Gov. Andrew M. Cuomo on Tuesday continued his criticism of National Grid and its handling of a purported natural gas shortage in the region, even raising the prospect of revoking the company’s franchise to operate in the state.
A National Grid official expressed “disappointment” at Cuomo’s comments, asserting the company warned the state of supply constraints and the need for a new pipeline years ago.
Cuomo has ordered a Public Service Commission (PSC) probe of the London-based company, which operates the natural gas distribution system in the downstate region, including for about 600,000 Long Island customers. Last week, after finding the company improperly failed to connect around 1,000 customers through a moratorium in effect since May, Cuomo accused the company of acting “in bad faith.”
National Grid on Monday said it had enacted an emergency plan to make sure most of those customers get gas service by mid-November, and took the unprecedented step of asking some commercial customers to curtail their gas service to help fill the need.
Cuomo appeared unimpressed. “They can be penalized — they can be fined. And by the way, they can have their franchise revoked,” he told radio host Jay Oliver Tuesday morning. “Now, they think it would be so disruptive that the Public Service Commission would never do it because you'd have to get a new utility company, but I don't care — I don't care how disruptive it is.”
Cuomo cited National Grid’s loss of the contract to operate the Long Island Power Authority Grid as an example. PSEG Long Island took over that contract in 2014 after a competitive bidding process.
“If they [National Grid] believe they have an irrevocable license, that they have a franchise that cannot be removed, then the consumers are at their whim. So no, worst case scenario, their franchise could be revoked,” Cuomo said. “And by the way, we went through it with LIPA and all sorts of configurations on Long Island, so it can be done.”
In an interview Tuesday, John Bruckner, president of National Grid New York, responded to Cuomo’s comments.
“I’m clearly disappointed about it,” he said, noting that the state has had long notice of the need for the new pipeline to supply the region through National Grid applications and filings. “We’ve been closely working with the PSC on this issue for a very long time.”
The problems could get worse, Brucker said, noting that one of the company’s “major” suppliers to the region recently informed it of a gas pressure problem that will have an impact on future supply. He declined to name the supplier or the specific volume impact, but said National Grid is sharing the information with the PSC and working to determine the impact through modeling.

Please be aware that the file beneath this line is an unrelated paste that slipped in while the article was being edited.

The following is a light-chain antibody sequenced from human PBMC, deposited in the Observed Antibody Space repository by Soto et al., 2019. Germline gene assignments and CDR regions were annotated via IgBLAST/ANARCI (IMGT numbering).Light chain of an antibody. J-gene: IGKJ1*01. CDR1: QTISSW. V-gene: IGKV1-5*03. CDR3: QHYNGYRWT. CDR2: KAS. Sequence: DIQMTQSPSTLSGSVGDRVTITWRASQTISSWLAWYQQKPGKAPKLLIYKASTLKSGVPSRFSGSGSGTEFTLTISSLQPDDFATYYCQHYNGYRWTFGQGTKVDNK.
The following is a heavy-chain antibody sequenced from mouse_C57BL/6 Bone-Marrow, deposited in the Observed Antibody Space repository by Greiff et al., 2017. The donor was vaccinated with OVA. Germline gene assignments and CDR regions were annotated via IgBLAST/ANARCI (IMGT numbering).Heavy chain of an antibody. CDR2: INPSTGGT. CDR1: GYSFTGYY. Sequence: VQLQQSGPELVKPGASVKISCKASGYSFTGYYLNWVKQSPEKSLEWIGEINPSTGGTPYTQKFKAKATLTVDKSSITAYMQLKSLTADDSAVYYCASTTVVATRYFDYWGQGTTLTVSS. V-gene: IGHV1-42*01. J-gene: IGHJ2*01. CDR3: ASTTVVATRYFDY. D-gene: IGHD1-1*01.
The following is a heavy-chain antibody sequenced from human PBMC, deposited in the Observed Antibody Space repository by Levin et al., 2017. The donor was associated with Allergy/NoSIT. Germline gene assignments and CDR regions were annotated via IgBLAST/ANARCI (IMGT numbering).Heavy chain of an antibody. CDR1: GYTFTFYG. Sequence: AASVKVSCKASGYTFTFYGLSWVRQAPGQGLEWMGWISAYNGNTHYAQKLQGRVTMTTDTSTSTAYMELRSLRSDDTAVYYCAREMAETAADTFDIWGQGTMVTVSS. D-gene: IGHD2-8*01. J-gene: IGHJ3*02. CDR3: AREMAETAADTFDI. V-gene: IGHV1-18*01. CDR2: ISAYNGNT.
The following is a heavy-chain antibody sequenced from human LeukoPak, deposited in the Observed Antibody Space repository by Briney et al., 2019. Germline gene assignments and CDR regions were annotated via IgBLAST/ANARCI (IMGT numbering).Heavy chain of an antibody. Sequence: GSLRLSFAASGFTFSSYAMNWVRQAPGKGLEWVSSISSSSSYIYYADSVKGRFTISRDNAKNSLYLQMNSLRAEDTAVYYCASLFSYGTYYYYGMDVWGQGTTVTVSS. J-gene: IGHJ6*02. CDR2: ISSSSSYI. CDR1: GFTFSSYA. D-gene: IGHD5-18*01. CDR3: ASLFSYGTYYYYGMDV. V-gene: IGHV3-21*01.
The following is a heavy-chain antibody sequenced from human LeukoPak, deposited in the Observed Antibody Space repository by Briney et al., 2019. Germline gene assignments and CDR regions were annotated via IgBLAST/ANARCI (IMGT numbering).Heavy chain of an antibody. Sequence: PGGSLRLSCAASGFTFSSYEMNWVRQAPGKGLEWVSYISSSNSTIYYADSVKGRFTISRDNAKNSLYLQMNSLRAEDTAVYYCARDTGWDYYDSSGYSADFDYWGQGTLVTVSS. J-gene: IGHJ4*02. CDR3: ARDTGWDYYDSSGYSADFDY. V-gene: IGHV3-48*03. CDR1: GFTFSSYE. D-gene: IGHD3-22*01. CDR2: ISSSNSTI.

In his radio interview Tuesday morning, Cuomo took issue with companies that have effective monopolies in their regions, and vowed to keep up the attacks.
“Look, these utility companies, they literally have consumers in a vulnerable position because they can turn your heat on, they can turn it off,” he said. Citing National Grid’s campaign for a new gas pipeline for the region that the state has twice rejected, Cuomo raised questions about the company’s motives and tactics.
“National Grid wants the pipeline because they’re in the gas business and they say, ‘We have to have the pipeline and if we don’t have the pipeline then we’re running out of gas and we’re going to turn off the gas,’” he said. “… And now you have this whole explosion of people, pardon the pun, saying I can’t get gas. Maybe it’s a coincidence, but I’m a little skeptical.”
National Grid has said it needs the $1 billion 24-mile pipeline from New Jersey to address a real shortage of natural gas in the region. It has declared a moratorium on new gas hookups for residential customers since May, but other business accounts had been warned of the limitations months before. Cuomo expressed doubts about the veracity of its claims.
Bruckner noted National Grid has provided all its forecasts and modeling information to the company that is conducting an independent review of its supply constraints. He said he believes the final report will vindicate the company. The PSC has yet to release the report.
“We believe we’ve been fully transparent,” he said, and “we believe that report when issued will demonstrate the validity of the moratorium. We await the results of that study.”
He noted the PSC “did not refute any of the information we provided.”
Cuomo on Tuesday said that even with approval of the pipeline today, the new supply of gas from it would still be 12 months to 18 months away.
“Where was National Grid’s plan to provide gas for the next year or 18 months?” Cuomo asked. “How did they not prepare for this situation? And that was their fiduciary responsibility … How could you be turning off all these people when you were never going to get the gas in time anyway, even if the pipeline was built?”